No, sir, Numan was all heart on this one. At the time, the situation for me was “Hey, guys! You know that guy who did all that stupid pop music in the ‘80s? Well, now he makes rock music!” Nowadays, it’s, “You remember that guy who was totally brilliant in the ‘70s and ‘80s? Well, now he’s the made the best album ever!” which is a remarkable aging process for an album of this style. Charting Alt. Rock from the 2000s is generally quite difficult to remember fondly…even if you were fond of it at the time.
My introduction to this album was the song “My Jesus” appearing on a cover mount CD (remember those?) on some kind of goth (remember those?) music magazine (remember those?) that I picked up in Camden Town as a pup. It was a suffocating song full of strange sounds, fog thick production and an exhausted vocal that built up to an awesomely strained “I’M PRAYYYIIINNNG! FOR! MY! SOUL!” hook. Again, probably not one for the Brooklyn poet/producers of today’s blogger world, but this grim story of a deranged murderer spurred on by a supposed message from God was just the ticket at the time and was a perfect taster for the album. This release saw Numan returning just a little bit to Replicas where he was able to create a world within an album, as opposed to a record like Strange Charm which simply plays as a collection of songs. Replicas was an exciting Blade Runner-esque world of science fiction (it was deeply nihilistic, but at least they had a park). Pure was a place…a dark, dark place full of sadness and fear, a claustrophobic hell with an atmosphere akin to that of a better Clive Barker adaptation. I was so suckered in by album’s alien sound and by Numan’s furiously desperate delivery that by the time it gets to something of real personal depth, I was already an emotional wreck. The songs that deal with the miscarriage and failed IVF attempts are heartbreaking. The quiet hook of, “If only, if only miracles happened every day / no one can blame us but you,” in “Little Invitro” is a truly touching admission from the man who once sung about cars. The album’s key moment though is undoubtedly “A Prayer For the Unborn,” a six-minute lament wherein Numan asks questions for which he already knows there are no satisfactory answers:
So, I prayed, but you weren’t listening…making miracles?
So, I begged, but you were far away…saving souls perhaps?
So, I screamed, but she was very small…and you have worlds to mend.
So, she died… and you were glorious – but you were somewhere else…
If you are my shepherd, then I’m lost and no one can find me…
I’d spit on your heaven, if I could find one to believe in.
I didn’t get to see Gary Numan live until 2009, and when I did, he played this song. When he played this song, I totally wept. I cried like I had spilled all the milk. Heartbreaking. Then I saw him again (with my man Benjamin Shaw, who was trying very hard to be nice to me), and I did it again. This song slays me every time, without remorse. It takes me way, way back to a time when I could like emotional music without irony, when a band could do that strained “I’m so twisted!” vocal and I’d actually believe them, when an artist could tell me how miserable they were and I’d actually care. In no way were the early 2000s a Golden Age for rock music (L.O.L), but for those of us in our mid-twenties now (oh, my) they were un-sceptical days where Brandon Boyd was Pavarotti and Corey Taylor was Ian Curtis. The beauty with Pure for me is that it represents these glory days of deep attachment and empathy with seemingly everything I heard (except The Strokes and a local band called Suicidal Goldfish), no matter how melodramatic and self-centered. And, somehow, it doesn’t sound a day older and it certainly doesn’t feel any older, either; it holds a power over me far stronger than nostalgia. I’ve developed this suspicion of artists not meaning what they say, and I always wonder how it is that they manage to drag all that crippling pain, misery and fear down to the studio with them. This album ends with the claim that “I’m so scared, I just can’t breathe.” I’m sure he was fine on the day – but I still care.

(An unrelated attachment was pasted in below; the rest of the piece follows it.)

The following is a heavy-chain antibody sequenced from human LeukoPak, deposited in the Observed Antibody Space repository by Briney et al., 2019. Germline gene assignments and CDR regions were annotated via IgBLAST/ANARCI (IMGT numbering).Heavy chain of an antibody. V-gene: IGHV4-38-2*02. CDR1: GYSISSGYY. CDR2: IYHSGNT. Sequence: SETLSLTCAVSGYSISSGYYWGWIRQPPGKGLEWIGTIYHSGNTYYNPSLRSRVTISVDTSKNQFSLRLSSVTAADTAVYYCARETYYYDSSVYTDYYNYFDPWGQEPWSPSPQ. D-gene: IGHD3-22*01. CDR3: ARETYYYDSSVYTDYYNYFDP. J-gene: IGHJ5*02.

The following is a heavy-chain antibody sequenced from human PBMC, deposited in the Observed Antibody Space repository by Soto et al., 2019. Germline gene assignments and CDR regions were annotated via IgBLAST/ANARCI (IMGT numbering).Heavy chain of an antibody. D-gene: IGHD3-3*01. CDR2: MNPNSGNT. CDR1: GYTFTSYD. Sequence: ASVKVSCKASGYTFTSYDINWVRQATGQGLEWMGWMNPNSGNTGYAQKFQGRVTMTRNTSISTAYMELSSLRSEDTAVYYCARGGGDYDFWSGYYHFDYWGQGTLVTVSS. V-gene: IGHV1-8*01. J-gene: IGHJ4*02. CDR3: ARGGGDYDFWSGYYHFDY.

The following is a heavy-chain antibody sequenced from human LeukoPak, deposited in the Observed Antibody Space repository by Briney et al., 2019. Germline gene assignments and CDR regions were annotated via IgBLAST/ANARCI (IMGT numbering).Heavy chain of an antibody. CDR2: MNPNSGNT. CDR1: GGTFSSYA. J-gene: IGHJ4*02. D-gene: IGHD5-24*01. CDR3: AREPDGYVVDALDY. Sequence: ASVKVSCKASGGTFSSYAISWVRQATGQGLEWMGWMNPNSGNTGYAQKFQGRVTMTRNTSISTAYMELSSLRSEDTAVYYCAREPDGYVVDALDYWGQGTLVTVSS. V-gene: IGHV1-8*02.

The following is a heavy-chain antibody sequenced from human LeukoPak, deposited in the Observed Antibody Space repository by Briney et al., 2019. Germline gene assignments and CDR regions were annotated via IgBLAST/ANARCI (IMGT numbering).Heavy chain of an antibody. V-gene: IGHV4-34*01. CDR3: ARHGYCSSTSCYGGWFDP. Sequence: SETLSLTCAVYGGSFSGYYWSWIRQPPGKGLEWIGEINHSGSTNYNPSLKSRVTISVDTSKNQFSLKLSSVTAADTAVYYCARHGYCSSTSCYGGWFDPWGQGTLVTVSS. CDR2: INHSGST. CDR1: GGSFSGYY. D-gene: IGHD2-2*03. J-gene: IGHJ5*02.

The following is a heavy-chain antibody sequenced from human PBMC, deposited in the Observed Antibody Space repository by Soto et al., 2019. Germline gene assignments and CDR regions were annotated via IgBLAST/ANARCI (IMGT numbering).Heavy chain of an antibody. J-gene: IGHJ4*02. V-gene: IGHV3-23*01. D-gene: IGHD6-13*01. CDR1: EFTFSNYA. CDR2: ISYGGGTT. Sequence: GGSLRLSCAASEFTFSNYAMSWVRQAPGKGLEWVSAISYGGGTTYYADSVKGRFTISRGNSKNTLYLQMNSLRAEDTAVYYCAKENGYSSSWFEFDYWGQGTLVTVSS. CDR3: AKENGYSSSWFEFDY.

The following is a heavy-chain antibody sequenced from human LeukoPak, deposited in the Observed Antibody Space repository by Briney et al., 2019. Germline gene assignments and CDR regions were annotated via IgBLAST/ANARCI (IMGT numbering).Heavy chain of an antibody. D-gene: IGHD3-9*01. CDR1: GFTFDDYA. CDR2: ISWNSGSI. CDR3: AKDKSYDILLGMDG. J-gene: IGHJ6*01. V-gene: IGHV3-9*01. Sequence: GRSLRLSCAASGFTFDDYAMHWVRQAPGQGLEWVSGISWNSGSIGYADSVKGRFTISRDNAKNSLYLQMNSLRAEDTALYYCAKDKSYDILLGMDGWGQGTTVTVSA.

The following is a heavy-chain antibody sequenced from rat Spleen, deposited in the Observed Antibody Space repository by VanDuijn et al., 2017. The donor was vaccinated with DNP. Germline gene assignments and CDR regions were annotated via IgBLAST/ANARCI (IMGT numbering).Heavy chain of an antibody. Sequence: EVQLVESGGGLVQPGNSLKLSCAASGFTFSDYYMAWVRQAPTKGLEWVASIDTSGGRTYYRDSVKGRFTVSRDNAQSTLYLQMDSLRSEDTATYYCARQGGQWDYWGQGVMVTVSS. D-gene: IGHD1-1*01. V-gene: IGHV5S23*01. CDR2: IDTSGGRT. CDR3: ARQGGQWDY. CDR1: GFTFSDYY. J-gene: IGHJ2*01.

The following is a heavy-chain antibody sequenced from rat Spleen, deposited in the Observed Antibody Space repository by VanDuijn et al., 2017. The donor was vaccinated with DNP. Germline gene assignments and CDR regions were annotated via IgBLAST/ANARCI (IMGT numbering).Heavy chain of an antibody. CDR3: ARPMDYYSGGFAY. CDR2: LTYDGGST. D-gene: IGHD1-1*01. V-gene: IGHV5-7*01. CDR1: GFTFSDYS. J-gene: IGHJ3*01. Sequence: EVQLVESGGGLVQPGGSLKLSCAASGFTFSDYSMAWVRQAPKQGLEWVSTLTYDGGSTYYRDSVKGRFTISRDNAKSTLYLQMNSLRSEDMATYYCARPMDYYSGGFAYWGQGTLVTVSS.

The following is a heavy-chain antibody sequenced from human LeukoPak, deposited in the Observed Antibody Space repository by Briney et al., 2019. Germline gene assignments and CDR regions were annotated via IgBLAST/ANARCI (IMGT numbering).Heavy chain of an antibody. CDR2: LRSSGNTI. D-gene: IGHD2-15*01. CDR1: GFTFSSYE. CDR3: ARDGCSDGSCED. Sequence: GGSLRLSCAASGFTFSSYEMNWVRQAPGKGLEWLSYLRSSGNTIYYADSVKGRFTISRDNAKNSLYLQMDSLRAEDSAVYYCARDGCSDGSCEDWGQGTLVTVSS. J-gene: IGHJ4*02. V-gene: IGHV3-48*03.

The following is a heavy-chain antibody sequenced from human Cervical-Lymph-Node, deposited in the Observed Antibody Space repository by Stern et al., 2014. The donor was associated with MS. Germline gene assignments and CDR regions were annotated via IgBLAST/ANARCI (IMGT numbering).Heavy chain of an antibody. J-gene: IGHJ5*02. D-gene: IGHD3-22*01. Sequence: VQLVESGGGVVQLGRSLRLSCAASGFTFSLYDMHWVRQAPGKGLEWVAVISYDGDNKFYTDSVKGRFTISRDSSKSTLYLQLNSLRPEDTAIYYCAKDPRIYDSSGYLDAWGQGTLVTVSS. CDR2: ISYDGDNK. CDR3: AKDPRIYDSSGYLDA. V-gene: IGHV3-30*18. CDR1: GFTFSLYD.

I’ve sort of grown to think of Numan as the people’s pop star, robotic tax hating semi-Tory that he is. Numan doesn’t strike me as someone who was meant to be a star; suffering undiagnosed with aspergers until middle age and spending the bulk of his career being despised by critics, peers and the general public, he’s seemingly always been falling from grace. Numan seems just a little like the rest of us. He’s flawed and he certainly can’t please all the people all the time. If you’ve ever seen him in interview then you know he literally never says the right thing…but here he is. Getting it wrong more often than not, just like everyone else, but he’s still there and he’s still doing what he does. A true Audio Antihero, if ever there were one.
After a lengthy career of ups and downs, the fan-pleasing Pure came out in 2000 and entered the UK Top 75 album’s chart. Numan scored his first top 40 single since 1988 with “RIP” (accompanied by a heavily rotated, if totally pants music video) and he even recorded a Peel Session, his first since 1979. The album was followed by sell-out tours and two further LPs, Jagged (2006) and Dead Son Rising (2011), both of which were strong and proved Numan’s newly regained penchant for consistency, though neither release quite hit me on that gut level like the bitterly beautiful Pure – his 21st century masterpiece. And if you’d like a happy ending,…well, on his Hope Bleeds live album, Gary Numan proudly announced that he was a father at last and I was delighted. Now, I obviously don’t expect this overlong write-up to convince anyone new to appreciate this record like I do; I really just want to put it out there as my own personal love letter to Numan’s finest work. Thanks, Gary, you the man.
Audio Antihero’s “Oh, the Numanity!” playlist for GFP
A final memory: I was in a Wimpy and gifting my chum a copy of Gary Numan’s Scarred live album from the Pure tour when we were politely interrupted by someone asking if Gary Numan was dead or not…and then they insisted that Numan had fronted The Human League (The Numan League!)…and I felt sad. If you don’t want to be as painfully mistaken as this gentleman, then you can try my mammoth “Oh, the Numanity!” playlist over on Rdio – enjoy. And thank you for reading.